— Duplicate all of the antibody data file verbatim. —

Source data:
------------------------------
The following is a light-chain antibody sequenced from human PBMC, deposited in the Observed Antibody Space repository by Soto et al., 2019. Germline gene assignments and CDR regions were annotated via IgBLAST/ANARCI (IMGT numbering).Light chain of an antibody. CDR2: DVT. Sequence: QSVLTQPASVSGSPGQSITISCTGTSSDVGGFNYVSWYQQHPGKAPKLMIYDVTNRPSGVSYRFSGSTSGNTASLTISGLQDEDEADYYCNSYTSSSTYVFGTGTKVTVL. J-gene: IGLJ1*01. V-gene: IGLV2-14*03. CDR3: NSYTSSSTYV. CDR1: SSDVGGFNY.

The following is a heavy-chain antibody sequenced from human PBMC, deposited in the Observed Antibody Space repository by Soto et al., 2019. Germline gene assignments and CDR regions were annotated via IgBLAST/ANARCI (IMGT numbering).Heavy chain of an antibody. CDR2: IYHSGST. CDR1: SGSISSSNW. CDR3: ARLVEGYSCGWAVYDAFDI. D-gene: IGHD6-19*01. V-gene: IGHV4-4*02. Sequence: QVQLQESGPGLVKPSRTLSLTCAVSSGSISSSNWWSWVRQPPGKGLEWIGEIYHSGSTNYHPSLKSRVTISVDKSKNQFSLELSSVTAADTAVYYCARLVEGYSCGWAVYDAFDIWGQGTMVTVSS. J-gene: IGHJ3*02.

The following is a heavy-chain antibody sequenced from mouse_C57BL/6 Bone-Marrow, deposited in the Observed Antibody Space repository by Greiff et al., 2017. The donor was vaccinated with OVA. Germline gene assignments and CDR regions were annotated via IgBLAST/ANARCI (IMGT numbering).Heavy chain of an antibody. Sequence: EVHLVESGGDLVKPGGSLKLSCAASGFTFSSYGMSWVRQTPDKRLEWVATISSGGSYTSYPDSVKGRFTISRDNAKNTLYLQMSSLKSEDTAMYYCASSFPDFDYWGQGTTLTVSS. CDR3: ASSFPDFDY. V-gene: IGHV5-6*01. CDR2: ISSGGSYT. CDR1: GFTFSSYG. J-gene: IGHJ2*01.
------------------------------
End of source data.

The following is a light-chain antibody sequenced from human PBMC, deposited in the Observed Antibody Space repository by Soto et al., 2019. Germline gene assignments and CDR regions were annotated via IgBLAST/ANARCI (IMGT numbering).Light chain of an antibody. CDR2: DVT. Sequence: QSVLTQPASVSGSPGQSITISCTGTSSDVGGFNYVSWYQQHPGKAPKLMIYDVTNRPSGVSYRFSGSTSGNTASLTISGLQDEDEADYYCNSYTSSSTYVFGTGTKVTVL. J-gene: IGLJ1*01. V-gene: IGLV2-14*03. CDR3: NSYTSSSTYV. CDR1: SSDVGGFNY.

The following is a heavy-chain antibody sequenced from human PBMC, deposited in the Observed Antibody Space repository by Soto et al., 2019. Germline gene assignments and CDR regions were annotated via IgBLAST/ANARCI (IMGT numbering).Heavy chain of an antibody. CDR2: IYHSGST. CDR1: SGSISSSNW. CDR3: ARLVEGYSCGWAVYDAFDI. D-gene: IGHD6-19*01. V-gene: IGHV4-4*02. Sequence: QVQLQESGPGLVKPSRTLSLTCAVSSGSISSSNWWSWVRQPPGKGLEWIGEIYHSGSTNYHPSLKSRVTISVDKSKNQFSLELSSVTAADTAVYYCARLVEGYSCGWAVYDAFDIWGQGTMVTVSS. J-gene: IGHJ3*02.

The following is a heavy-chain antibody sequenced from mouse_C57BL/6 Bone-Marrow, deposited in the Observed Antibody Space repository by Greiff et al., 2017. The donor was vaccinated with OVA. Germline gene assignments and CDR regions were annotated via IgBLAST/ANARCI (IMGT numbering).Heavy chain of an antibody. Sequence: EVHLVESGGDLVKPGGSLKLSCAASGFTFSSYGMSWVRQTPDKRLEWVATISSGGSYTSYPDSVKGRFTISRDNAKNTLYLQMSSLKSEDTAMYYCASSFPDFDYWGQGTTLTVSS. CDR3: ASSFPDFDY. V-gene: IGHV5-6*01. CDR2: ISSGGSYT. CDR1: GFTFSSYG. J-gene: IGHJ2*01.